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Tuesday, January 21, 2014

Coming of Age in Sparta

How do we learn about our own past? If we are interested enough, we can read books, or attend lectures and study courses, or – as I have just done – watch documentaries. This particular documentary was long – an hour and a half of detailed information about society in ancient Sparta by the History Channel. The program explained the way in which this society was structured around the arduous military training known as the agoge which each Spartan male must undergo to become the ultimate product of this Ancient Greek city-state: the peerless invincible warrior.

Having sat through the whole documentary, had I not known better I would have considered that I had received a fair grounding in the things of central importance to this ancient society of two and a half millennia ago. As it was, I sat bewildered and bemused, wondering how it was possible that a documentary which purported to be an examination of Spartan society could manage to go the whole ninety minutes without once mentioning what I already knew to be the central tenet of that society: that homosexuality was not merely encouraged – it was mandatory.

And the warrior training was not some month-long boot camp. At the tender age of seven a boy was taken away from his family home and sent to the [1]agoge, where he remained until he was thirty. In that time he was required to have a full relationship with his older mentor. The conditioning was so complete that although he was allowed back home for his wedding night, his Spartan [2]bride (presumably to ease the trauma of this first intimate encounter with female flesh) dressed as a man, and the encounter took place in a darkened room. The couple would thereafter see each other once every few months: Sparta must endure, after all, and new warriors needed to be begotten.

If you have seen the film 300 about the [3]battle of Thermopylae, in which a token force of three hundred Spartans stand against an overwhelming invading force of several hundred thousand Persians, you might now see all those rippling six-pack abs dripping with testosterone so prominently on display in the film in a slightly new light. Although an early sequence depicted the agoge, the film did not once mention this central aspect of Spartan society either. To be supplied with all the nitty-gritty details of how Spartan society really functioned, you will need to watch another documentary by the historian Bettany Hughes, aired by Britain’s Channel 4, and even longer than the History Channel’s offering.

What are we to conclude from this discreet manipulating of history? I find myself hesitating to do so, but it’s hard to ignore the simple fact that both 300 and the History Channel are American produced and financed, while Bettany Hughes’ scholarly and engaging account is as British as they come. Do American studio bosses with an eye on possible adverse financial consequences nervously shy away from including such material, however historically factual? Apparently so.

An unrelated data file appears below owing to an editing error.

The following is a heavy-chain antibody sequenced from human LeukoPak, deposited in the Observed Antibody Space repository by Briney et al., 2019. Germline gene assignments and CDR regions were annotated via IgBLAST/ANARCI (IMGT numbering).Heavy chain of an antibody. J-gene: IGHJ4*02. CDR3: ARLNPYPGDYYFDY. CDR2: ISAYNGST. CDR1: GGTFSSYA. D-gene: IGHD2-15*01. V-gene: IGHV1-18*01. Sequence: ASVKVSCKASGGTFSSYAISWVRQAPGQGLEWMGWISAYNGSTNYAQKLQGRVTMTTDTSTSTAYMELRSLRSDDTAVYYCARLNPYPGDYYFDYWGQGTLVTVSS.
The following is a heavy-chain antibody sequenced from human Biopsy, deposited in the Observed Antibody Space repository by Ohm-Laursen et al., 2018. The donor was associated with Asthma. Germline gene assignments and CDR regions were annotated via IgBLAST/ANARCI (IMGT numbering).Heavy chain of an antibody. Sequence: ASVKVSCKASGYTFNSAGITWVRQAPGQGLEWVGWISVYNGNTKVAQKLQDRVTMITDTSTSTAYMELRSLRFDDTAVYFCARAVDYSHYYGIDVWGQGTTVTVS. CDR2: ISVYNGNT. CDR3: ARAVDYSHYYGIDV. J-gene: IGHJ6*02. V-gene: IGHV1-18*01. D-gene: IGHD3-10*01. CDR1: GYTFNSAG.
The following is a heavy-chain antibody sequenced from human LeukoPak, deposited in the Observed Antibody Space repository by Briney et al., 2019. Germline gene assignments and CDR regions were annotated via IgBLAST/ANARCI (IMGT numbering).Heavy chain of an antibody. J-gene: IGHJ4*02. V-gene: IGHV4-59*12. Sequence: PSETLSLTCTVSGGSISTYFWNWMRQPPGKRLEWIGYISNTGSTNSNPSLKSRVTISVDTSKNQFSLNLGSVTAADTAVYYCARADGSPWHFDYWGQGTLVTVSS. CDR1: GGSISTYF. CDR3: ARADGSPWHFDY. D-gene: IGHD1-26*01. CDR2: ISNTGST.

This conscious selecting of facts, of deliberately omitting material which you find either distasteful or discomforting, or weakening to a case which you wish to make, is known as ‘cherry picking’. It happens, not just in the occasional [4]documentary, but in many spheres of human activity. It certainly happens in [5]religious belief, and even at times in the [6]sciences. That all those strapping heroes who withstood the [7]Persian onslaught at Thermopylae turn out to be gay is apparently not a detail that the studio bosses in Hollywood (and at the History Channel) were prepared to digest, and history was cherry picked. Indeed, 300 appears to go out of its way to reassure us that those tough-guy Spartans were as straight as the long spears which were their principal weapons of choice.

But however strange Spartan society might seem to our own standards and values, surely it hardly matters. We might examine the methods Spartans employed to produce their much-feared warrior class, and we might find them distasteful and even shocking. But paradoxically they seem to have worked, for Spartans were indeed the most feared and formidable warriors in all of Ancient Greece – and even now we all of us owe them a profound debt for being so. It is sobering indeed to reflect that, had Persia defeated Greece at that time – and that so very nearly [8]happened – the fragile new social idea which the Greeks were then experimenting with would have been snuffed out. They called it ‘democracy’.

On a small hillock at Thermopylae where the last Spartans fell is a memorial stone. The present stone replaces the one in antiquity found at the same spot, and repeats the preserved words of the original – one of the most famous epigraphs ever written: